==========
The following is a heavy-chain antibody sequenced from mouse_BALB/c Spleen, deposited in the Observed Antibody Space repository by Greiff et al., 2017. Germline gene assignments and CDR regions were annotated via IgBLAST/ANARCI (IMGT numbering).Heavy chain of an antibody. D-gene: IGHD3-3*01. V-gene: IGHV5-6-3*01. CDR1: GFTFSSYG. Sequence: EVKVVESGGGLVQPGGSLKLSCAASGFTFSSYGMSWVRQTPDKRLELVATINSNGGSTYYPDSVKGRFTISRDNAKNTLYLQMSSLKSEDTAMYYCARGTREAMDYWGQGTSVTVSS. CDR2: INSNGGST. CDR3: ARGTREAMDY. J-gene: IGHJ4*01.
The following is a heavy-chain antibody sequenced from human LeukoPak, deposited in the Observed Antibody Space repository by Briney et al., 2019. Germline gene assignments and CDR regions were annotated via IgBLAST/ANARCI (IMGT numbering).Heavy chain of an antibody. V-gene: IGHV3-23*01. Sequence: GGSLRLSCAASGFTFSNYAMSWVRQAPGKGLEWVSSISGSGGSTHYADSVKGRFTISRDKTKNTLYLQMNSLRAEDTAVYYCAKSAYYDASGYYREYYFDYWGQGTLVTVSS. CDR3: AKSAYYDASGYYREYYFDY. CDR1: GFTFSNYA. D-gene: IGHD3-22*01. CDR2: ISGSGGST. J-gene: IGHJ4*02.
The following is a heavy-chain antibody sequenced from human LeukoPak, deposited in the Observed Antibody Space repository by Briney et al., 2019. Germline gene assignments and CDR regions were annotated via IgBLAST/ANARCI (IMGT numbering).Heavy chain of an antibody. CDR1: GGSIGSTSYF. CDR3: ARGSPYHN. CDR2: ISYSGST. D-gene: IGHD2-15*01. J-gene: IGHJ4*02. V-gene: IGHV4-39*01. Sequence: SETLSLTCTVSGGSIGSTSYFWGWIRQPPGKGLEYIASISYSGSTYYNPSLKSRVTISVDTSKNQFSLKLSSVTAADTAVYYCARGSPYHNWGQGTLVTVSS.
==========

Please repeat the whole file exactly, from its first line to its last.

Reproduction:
The following is a heavy-chain antibody sequenced from mouse_BALB/c Spleen, deposited in the Observed Antibody Space repository by Greiff et al., 2017. Germline gene assignments and CDR regions were annotated via IgBLAST/ANARCI (IMGT numbering).Heavy chain of an antibody. D-gene: IGHD3-3*01. V-gene: IGHV5-6-3*01. CDR1: GFTFSSYG. Sequence: EVKVVESGGGLVQPGGSLKLSCAASGFTFSSYGMSWVRQTPDKRLELVATINSNGGSTYYPDSVKGRFTISRDNAKNTLYLQMSSLKSEDTAMYYCARGTREAMDYWGQGTSVTVSS. CDR2: INSNGGST. CDR3: ARGTREAMDY. J-gene: IGHJ4*01.
The following is a heavy-chain antibody sequenced from human LeukoPak, deposited in the Observed Antibody Space repository by Briney et al., 2019. Germline gene assignments and CDR regions were annotated via IgBLAST/ANARCI (IMGT numbering).Heavy chain of an antibody. V-gene: IGHV3-23*01. Sequence: GGSLRLSCAASGFTFSNYAMSWVRQAPGKGLEWVSSISGSGGSTHYADSVKGRFTISRDKTKNTLYLQMNSLRAEDTAVYYCAKSAYYDASGYYREYYFDYWGQGTLVTVSS. CDR3: AKSAYYDASGYYREYYFDY. CDR1: GFTFSNYA. D-gene: IGHD3-22*01. CDR2: ISGSGGST. J-gene: IGHJ4*02.
The following is a heavy-chain antibody sequenced from human LeukoPak, deposited in the Observed Antibody Space repository by Briney et al., 2019. Germline gene assignments and CDR regions were annotated via IgBLAST/ANARCI (IMGT numbering).Heavy chain of an antibody. CDR1: GGSIGSTSYF. CDR3: ARGSPYHN. CDR2: ISYSGST. D-gene: IGHD2-15*01. J-gene: IGHJ4*02. V-gene: IGHV4-39*01. Sequence: SETLSLTCTVSGGSIGSTSYFWGWIRQPPGKGLEYIASISYSGSTYYNPSLKSRVTISVDTSKNQFSLKLSSVTAADTAVYYCARGSPYHNWGQGTLVTVSS.